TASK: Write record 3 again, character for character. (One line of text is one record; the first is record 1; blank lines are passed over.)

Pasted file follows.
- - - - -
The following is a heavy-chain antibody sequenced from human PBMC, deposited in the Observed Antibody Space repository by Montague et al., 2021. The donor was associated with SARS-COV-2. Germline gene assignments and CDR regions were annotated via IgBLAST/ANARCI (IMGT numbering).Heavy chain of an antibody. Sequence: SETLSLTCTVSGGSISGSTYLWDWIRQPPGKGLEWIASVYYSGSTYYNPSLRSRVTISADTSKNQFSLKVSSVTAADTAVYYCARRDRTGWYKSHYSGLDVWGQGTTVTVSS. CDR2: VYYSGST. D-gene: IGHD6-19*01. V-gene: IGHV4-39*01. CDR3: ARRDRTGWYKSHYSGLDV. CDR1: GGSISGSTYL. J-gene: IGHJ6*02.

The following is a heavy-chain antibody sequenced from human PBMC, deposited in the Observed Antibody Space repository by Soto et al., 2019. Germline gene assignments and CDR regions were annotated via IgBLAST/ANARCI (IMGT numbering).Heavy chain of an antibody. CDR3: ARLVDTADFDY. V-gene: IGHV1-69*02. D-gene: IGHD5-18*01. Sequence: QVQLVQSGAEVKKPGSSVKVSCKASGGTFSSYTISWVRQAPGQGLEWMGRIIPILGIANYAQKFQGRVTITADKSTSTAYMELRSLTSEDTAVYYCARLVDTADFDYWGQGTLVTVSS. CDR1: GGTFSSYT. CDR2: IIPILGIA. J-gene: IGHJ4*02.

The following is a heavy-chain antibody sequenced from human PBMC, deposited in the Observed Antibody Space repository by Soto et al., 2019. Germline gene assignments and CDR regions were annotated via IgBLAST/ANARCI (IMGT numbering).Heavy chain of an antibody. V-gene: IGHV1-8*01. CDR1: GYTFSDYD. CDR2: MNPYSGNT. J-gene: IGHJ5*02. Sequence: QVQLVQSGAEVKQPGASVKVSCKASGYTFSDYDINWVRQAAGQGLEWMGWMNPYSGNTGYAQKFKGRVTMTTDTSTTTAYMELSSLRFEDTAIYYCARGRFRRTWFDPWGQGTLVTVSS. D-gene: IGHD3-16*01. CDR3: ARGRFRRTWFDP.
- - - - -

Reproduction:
The following is a heavy-chain antibody sequenced from human PBMC, deposited in the Observed Antibody Space repository by Soto et al., 2019. Germline gene assignments and CDR regions were annotated via IgBLAST/ANARCI (IMGT numbering).Heavy chain of an antibody. V-gene: IGHV1-8*01. CDR1: GYTFSDYD. CDR2: MNPYSGNT. J-gene: IGHJ5*02. Sequence: QVQLVQSGAEVKQPGASVKVSCKASGYTFSDYDINWVRQAAGQGLEWMGWMNPYSGNTGYAQKFKGRVTMTTDTSTTTAYMELSSLRFEDTAIYYCARGRFRRTWFDPWGQGTLVTVSS. D-gene: IGHD3-16*01. CDR3: ARGRFRRTWFDP.